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The Ultimate European Vacation: Europe By Rail (plus the chance to win a 1st class RailEurope global pass for two!)

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For me, there is no more relaxing way to travel than riding the train. Sitting by the window, a cup of coffee in one hand, my camera in the other hand, and watching the world go by, the landscapes change, while listening to the smooth and steady rattling sound of the train gliding down the tracks is the perfect way for me to see a country. I have taken trains in Thailand, the U.S., Spain, Portugal, Panama, India, Italy, Sri Lanka (I have an article about that amazing experience coming up), from England to France, all over the UK, and all over Germany.

Panama Canal Train Waggon
Fancy train travel in Panama

I believe that my love for trains was planted at a very early age, when my grandma would take me as a 3-year old on train rides across the country, simply because as a train driver’s wife, she was entitled to free train travel, and nothing was more delightful to her than spending a few hours on a train. For her, it was all about the journey, never about the destination, and her giddiness and excitement whenever we got on a train was infectious. I was recently able to plant the seed for another train travel lover when I took my 3-year old niece on her first train trip, and the sparkle in her eyes as the train rolled down the tracks me fall in love with train travel all over again. Her first train trip was within Germany, but I am hoping to introduce her to more of Europe soon – more on that below.

Why travel Europe by train?

Everybody knows that flying within Europe is ridiculously cheap – so why take the train? It’s simple: Convenience. When you take a plane, you have to make your way all the way out to the airport. Budget airlines charge you for luggage that goes beyond a carry-on. You are limited with what you can take on a plane. And when you reach your destination, you still have to make your way to the city center. And let me tell you: A low-cost airline is low cost for a reason. Most airlines use cheaper, smaller airports far outside of a city, many of which aren’t even connected to the city as well as the main airports are. Memmingen, the airport used by some budget airlines for Munich, is actually a city two hours away from Munich! I remember how I landed at the low cost carrier airport in Oslo only to find out that Oslo was actually a nearly 2-hour bus ride away.

If you take the train, you’re right in the city center, you don’t have to worry about getting to an airport and you can take much luggage as you want – without additional costs. If you calculate the time it takes you to get out to the airport, the 2-hour pre-boarding time you have to spend at the airport, the actual flight, plus traveling to the city center at your destination, it can actually take longer to travel by air than by train (I learned that the hard way when I flew from Paris to London, a journey that took a total of over 5 hours, as opposed to less than 3 hours on the EuroStar including the 30 minute pre-boarding time!). Another advantage: most hostels in Europe are located close to the train station, so you don’t have to carry your stuff very far. Plus, you actually get to see Europe, as opposed to on a plane, where you only see Europe from above. But countries like Italy, Switzerland or France are way too pretty to only see them from above – they’re much better enjoyed from a train window.Vernazza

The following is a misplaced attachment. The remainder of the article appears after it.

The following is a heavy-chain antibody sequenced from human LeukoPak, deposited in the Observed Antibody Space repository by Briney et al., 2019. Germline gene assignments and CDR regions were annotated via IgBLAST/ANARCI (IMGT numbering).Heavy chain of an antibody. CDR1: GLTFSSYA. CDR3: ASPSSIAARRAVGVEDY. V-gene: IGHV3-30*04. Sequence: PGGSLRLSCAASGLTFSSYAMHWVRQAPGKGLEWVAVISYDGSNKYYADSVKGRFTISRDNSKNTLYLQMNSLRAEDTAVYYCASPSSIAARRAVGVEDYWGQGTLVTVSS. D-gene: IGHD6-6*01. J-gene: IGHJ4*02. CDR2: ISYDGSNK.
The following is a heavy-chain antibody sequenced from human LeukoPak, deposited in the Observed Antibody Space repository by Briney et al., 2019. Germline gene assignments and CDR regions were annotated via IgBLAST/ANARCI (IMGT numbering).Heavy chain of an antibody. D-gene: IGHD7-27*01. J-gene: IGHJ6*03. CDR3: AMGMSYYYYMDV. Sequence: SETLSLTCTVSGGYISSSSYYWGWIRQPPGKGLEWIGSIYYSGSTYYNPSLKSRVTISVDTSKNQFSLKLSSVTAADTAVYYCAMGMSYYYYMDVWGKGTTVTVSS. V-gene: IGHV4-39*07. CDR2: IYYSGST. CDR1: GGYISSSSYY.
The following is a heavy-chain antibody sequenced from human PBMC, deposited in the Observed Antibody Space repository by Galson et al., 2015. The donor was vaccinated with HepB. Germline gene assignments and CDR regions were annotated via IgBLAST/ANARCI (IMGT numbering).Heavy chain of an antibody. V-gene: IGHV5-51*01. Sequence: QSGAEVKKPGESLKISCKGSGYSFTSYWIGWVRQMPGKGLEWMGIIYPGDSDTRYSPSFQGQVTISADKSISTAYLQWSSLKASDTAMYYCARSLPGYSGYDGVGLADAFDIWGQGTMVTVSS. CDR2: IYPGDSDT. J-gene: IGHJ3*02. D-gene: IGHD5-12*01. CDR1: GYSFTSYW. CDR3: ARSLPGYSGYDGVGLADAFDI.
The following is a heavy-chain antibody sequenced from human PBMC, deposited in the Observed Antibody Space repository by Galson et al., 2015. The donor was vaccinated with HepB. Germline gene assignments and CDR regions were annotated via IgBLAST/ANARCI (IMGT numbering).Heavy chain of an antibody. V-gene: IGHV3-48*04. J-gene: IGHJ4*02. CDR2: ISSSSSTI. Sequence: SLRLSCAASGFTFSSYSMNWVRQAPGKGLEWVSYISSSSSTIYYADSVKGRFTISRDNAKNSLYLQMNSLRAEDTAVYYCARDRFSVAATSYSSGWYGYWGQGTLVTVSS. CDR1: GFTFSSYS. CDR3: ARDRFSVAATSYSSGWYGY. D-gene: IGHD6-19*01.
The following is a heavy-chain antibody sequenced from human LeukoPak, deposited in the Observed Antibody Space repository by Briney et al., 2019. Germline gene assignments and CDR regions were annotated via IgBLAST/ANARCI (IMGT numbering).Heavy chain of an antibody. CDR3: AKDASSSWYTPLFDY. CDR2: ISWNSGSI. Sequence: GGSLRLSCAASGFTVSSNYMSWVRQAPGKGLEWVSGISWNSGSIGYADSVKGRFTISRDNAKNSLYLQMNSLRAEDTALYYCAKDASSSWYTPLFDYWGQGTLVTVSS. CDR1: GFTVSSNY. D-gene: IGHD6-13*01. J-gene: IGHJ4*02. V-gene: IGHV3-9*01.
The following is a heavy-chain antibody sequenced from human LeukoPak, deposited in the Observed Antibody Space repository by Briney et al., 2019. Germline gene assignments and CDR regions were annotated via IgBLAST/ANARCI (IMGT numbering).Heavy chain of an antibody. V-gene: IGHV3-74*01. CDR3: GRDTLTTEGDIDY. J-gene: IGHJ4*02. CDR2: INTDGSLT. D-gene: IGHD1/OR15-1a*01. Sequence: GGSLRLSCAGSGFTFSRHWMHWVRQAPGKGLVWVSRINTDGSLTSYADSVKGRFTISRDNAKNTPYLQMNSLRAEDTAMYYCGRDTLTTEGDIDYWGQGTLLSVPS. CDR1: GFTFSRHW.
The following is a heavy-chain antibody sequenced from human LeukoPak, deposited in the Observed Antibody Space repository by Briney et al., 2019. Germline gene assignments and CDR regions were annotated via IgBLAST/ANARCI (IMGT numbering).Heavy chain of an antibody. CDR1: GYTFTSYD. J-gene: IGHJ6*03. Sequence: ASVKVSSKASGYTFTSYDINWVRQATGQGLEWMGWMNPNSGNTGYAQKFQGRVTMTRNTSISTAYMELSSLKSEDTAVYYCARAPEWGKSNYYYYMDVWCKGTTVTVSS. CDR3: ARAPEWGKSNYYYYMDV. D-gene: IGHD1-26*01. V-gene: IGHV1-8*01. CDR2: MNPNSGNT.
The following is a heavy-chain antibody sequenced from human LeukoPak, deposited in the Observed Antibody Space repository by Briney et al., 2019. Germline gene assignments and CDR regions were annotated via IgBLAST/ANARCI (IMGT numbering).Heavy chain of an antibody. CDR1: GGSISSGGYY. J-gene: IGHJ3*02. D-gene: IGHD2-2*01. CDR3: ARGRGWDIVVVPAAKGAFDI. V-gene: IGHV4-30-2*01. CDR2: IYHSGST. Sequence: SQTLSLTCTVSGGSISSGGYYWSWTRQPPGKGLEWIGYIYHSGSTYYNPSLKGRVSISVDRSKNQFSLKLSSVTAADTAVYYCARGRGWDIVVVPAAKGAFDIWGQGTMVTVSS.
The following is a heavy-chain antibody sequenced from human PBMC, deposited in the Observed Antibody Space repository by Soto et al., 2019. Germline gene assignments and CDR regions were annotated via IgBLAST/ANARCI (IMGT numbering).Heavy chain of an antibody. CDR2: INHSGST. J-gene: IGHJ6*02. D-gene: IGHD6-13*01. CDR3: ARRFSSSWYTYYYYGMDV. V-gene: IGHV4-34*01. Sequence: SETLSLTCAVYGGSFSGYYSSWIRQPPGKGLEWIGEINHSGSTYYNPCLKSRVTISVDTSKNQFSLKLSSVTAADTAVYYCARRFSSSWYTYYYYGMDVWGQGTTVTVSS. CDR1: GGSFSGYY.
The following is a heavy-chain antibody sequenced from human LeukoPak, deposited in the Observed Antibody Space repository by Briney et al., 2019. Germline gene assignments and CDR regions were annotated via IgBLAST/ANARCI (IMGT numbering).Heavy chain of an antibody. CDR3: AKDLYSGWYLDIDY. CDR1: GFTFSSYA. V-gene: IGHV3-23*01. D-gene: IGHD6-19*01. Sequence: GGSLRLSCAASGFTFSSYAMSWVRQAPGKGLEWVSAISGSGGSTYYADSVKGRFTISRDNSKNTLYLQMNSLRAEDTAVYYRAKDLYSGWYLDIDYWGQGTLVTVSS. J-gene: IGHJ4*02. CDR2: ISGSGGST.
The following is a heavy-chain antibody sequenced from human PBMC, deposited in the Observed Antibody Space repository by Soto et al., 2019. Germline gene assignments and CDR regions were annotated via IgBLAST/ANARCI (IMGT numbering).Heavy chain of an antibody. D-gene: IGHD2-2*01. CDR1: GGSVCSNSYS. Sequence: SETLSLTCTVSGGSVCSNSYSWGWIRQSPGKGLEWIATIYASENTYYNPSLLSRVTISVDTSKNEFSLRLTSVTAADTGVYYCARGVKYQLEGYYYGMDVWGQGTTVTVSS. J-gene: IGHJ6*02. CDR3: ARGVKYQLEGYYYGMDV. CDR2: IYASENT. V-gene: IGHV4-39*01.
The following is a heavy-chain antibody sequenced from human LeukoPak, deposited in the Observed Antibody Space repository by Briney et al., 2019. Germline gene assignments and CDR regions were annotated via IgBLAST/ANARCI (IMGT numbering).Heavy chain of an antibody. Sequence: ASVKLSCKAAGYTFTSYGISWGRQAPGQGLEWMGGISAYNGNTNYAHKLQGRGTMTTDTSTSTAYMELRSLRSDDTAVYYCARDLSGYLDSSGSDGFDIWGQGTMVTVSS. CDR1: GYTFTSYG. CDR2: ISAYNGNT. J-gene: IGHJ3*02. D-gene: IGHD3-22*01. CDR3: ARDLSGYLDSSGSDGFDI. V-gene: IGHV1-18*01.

My summer travel plans: Europe by train

As I will be spending some time in Europe this summer, I’ve been thinking about how I’ll get around, and the answer was easy: Trains! No matter where in Europe you are, train travel is efficient, comfortable and fast – almost too fast sometimes, when you take one of the high speed trains, which run in most European countries.

For my summer trip, for which I am still working out the details, but which will definitely include Italy, Sweden, Denmark, Austria, Germany and possibly Finland and the Baltics, this could turn into a complicated and time-consuming matter – figuring out all the local train websites, payments in different currencies, trying to read train schedules in several languages… but it doesn’t have to be complicated – if I use RailEurope.train in malagaTrain travel in Europe has the reputation of being expensive – but that’s only if you want to buy a ticket on the spot. If you book in advance, you’ll be able to score some fantastic deals, just as you would when booking a flight or a bus well in advance. If you want to travel by train at an affordable price but stay flexible at the same time, rail passes are the way to go, and RailEurope offers a variety of European rail passes designed for independent Euro trippers.

How does RailEurope work?

RailEurope is the global leader in European rail distribution and lets you book individual train trips through the RailEurope website (which is easier than figuring out the French TGV site, for example), and choose from a wide range of rail passes, all at a very affordable price.

For example:

  • France Rail Pass: AUD199*
  • France & Spain Rail Pass: AUD300*
  • Global Rail Pass: AUD439*
*These are starting prices – the exact rate depends on the length of your trip, 1st or 2nd class.